The eye-rony (couldn't resist) of the instruction to keep eyes on the music is that pianists are still expected to perform without the score. Once the score disappears from view, the eyes will move to the hands for much of the performance. This is true for performers at all levels. A student who prepares for performance by memory will be retraining visual patterns set up when practicing with the score.
I remember my most challenging experience of retraining visual patterns well. My grad school teacher assigned me the exposition of a new-to-me Beethoven sonata to be memorized by my next lesson. I had never memorized a difficult piece from scratch like this before, and I realized that many things had to happen in order to accomplish this goal. One of those things was to learn visual patterns, not only those on the score, but those that involved movement across the keys. This opportunity was one of many that led me to learn more about movement and vision.
When playing by memory, the pianist is using central vision to identify keys, peripheral vision to trace the arcs of trajectory, and binocular vision to assess the depth of the movements. A pianist who has developed a limiting visual habit may find this transition more difficult than one who has had a variety of visual experiences while playing.
A pianist may also be accessing visual memory cues from studying the score. The popular name for memorizing images is photographic memory, but scientists refer to it as idetic memory. The visual cortex is active both to recreate an image already learned and to adjust to the movements required in the moment. No one ever said it would be easy....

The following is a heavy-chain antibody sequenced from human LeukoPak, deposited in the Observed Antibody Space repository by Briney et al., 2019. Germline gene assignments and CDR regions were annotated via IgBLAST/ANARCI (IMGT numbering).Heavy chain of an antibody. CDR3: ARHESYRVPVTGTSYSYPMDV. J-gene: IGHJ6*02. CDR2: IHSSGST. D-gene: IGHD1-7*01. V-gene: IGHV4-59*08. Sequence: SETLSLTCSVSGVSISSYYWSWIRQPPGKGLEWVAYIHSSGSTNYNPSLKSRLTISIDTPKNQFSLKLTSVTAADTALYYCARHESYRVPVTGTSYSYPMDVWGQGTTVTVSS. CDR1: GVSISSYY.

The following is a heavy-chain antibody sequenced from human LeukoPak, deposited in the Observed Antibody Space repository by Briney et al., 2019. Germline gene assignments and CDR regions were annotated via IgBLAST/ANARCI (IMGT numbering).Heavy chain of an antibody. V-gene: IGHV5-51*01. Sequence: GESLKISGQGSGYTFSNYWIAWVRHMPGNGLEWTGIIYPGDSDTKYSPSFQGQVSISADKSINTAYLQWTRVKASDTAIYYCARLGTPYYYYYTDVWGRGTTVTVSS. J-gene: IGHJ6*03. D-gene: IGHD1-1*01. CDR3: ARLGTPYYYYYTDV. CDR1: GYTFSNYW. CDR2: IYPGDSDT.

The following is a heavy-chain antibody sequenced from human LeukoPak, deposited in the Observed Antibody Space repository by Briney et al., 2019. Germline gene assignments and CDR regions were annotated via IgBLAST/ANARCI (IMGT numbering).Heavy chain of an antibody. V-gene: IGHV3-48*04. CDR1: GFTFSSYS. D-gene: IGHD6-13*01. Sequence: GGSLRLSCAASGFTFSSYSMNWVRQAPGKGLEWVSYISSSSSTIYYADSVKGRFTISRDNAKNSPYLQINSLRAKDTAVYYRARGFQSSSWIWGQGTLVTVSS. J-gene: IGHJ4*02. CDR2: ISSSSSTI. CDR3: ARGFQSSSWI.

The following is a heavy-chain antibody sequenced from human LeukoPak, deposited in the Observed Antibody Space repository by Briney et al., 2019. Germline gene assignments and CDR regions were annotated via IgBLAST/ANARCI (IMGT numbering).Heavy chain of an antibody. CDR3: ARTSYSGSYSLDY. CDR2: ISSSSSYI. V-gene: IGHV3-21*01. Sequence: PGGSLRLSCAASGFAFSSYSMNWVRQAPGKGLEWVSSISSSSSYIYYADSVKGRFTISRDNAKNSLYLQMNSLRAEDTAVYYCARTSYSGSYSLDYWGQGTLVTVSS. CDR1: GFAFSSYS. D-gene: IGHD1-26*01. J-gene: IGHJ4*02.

Many pianists who play from the score use this skill as well, but they call it "reading ahead". More than likely, the brain is tapping into memories of the next few measures. Studies that show eye movements in advanced pianists refute the notion that eye movement is always left to right when reading scores.
Pianists are also called upon to play with other musicians and to accompany large ensembles. In these situations, it is imperative that the pianist call on "fast eyes". Collaborative playing requires a pianist to look at the piano score, the other parts, and the ensemble members and/or conductor. And, as I am wont to say, the pianist is always wrong. In other words, it is usually the pianist who has to cover for the mistakes of others. This is just one of the reasons that this can be a challenge to young pianists who feel secure in solo work but less so in an accompanying setting.
However, the adjustment from near to far vision is actually very calming to the nervous system. When eyes focus on near objects, they converge. When they focus on far objects, they diverge. Comfortable shifting between these two distances taps into the oculocardiac (eye to heart) reflex. This is a survival reflex that is calming because it allows the brain to become aware of potential escape routes from threats. Entertaining pianists like Liberace and Victor Borge were extremely comfortable with gaze shifting. A pianist who does not shift focus, whether playing with or without the score, may find performance more nerve-wracking than one who does.
Closing eyes while playing is a choice some experienced players make. This choice takes the performer out of the present environment, and the player may find this a way to go deeper into the music in terms of his or her own inner concept of the piece. However, if this an extended practice, it can create a sense of disconnect between the performer and the audience as well as a disconnect between the player and the immediate experience of playing. Again, this is a choice that experienced players make, not something we want to teach young students.
Part Five, the wrap-up of this series, will offer some suggestions for helping students understand how vision and movement work together.
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